officer,

?"

company

suppose,"repHed I, because, out of the twentybest." four who are on duty here, you like my company besides." reason Certainly ; but I have a particular "

I

"

**

is that?"

"What "I "

**

afraid."

am

?" cried I, with possible forgetthat there are three

Is it

You

burst of

a

laughter.

sentinels before the

house." "No

matter

if there

thirteen.

were

Last

Christmas

nightIdee put them all to the rout, when, in his ludicrous the gallowsby the light of his he contemplated attire, of this kind, lantern, I am believer in apparitions no for the sins of my and yet I am now perstitious susuffering nurse.

The

deuse

take

the

confounded

!" gossips We

both

laughed,smoked

our

pipes, and

chatted

The clock struck eleven. The reliefsalliedfrom away. the soldiers'room to their respective repairing ; the men

of which

posts,some less than Heved

a

sentries at

quarterof back.

came a

were an

We

at a

considerable distance.

hour, those who heard

the

had

usual

cry

been

In re-

of the

quarterto twelve,and then againat half-past

zed by Digiti;


27 steps, haatyfootlike those of many rushinginto persons together, the house and into the soldiers'room oppositeto that where we were sitting,

twelve.

aflerwards Immediately

"*

What

"

I

is that ?" cried the amazed

Heutenant.

I,somewhat alarmed, that verilybelieve,"replied sentinels have run again from their posts." away

the

""

of my mouth, before something We looked at each other ; my

the words

were Scarcely

out

rappedat our door. companion changed colour,and made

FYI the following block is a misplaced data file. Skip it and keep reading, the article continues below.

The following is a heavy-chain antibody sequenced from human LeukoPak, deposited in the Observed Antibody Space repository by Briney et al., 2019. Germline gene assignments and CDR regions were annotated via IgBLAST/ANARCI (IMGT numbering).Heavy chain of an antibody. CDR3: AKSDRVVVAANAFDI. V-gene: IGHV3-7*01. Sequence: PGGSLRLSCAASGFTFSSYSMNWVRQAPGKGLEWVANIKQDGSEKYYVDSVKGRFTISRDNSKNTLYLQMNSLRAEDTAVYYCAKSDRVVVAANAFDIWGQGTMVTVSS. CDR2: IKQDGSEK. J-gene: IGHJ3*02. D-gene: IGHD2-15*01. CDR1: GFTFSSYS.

have

may

candle

The the

"

heard

we

the

that ensued

scene

The

knockingwas

Come

in I" and Idee

the

that unlikely

observation

same

the table burned

on

it is not

more

he

me. respecting

thus rendered

dimly,and awful.

: I repeated

took courage and cried,

solemn

in stalked with

in the very himself,

pace

the

fortunate un-

dress in which

he

suffered. consternation

Our

We

from

sprung

the lieutenant

at

seats

our

to

this :

We

me.

sightis not

to be

I flew to the

described.

and lieutenant,

soughtrefugebetween

table and the settle, and both sank terrifiedalmost upon

the latter. We

fear of

those of encountering

Do

know

you

in intruder, Grerman.

a

me,

hollow

These

words

This

senses.

raise scarcely

our

the spectre,which

death for

eyes

stillgazed

in silence.

at us steadfastly "

durst

to

the

lieutenant ?"

at

tone, sepulchral

enabled

cannot

me

lengthcried but

yet in pure

to recover

be the Idee who

the

was

my

tered scat-

hanged,

myself,for he could not speak a word of guage have learned the lanGrerman, and he cannot possibly The idea in the other world. so expeditiously which trick of some followed,that it was a naturally himself at our impudent fellow to amuse expense, hurt thoughtI

to

zed by Digiti;


28

GHOST

STORIES.

and I determined to investigate the matter. pride, Mustering all my courage, I snuffed the candle, and takingit in my left hand advanced towards the figure. My blood curdled as I approachednearer, and I was almost temptedto turn back. Luckilymy good genius and strength.I rushed upon the impartedto me spirit "ny

spectre,collared it,and behold

^itwas

"

flesh and

bone.

this conviction allmy energies suddenlyreturned. I thrust the supposedculprit againstthe door, violently With

which

stood

so ajar,

you ?*' cried I,in I received no answer.

as

to

tone

a

shut it.

that

"

Scoundrel,who of the

none

was

are

gentlest.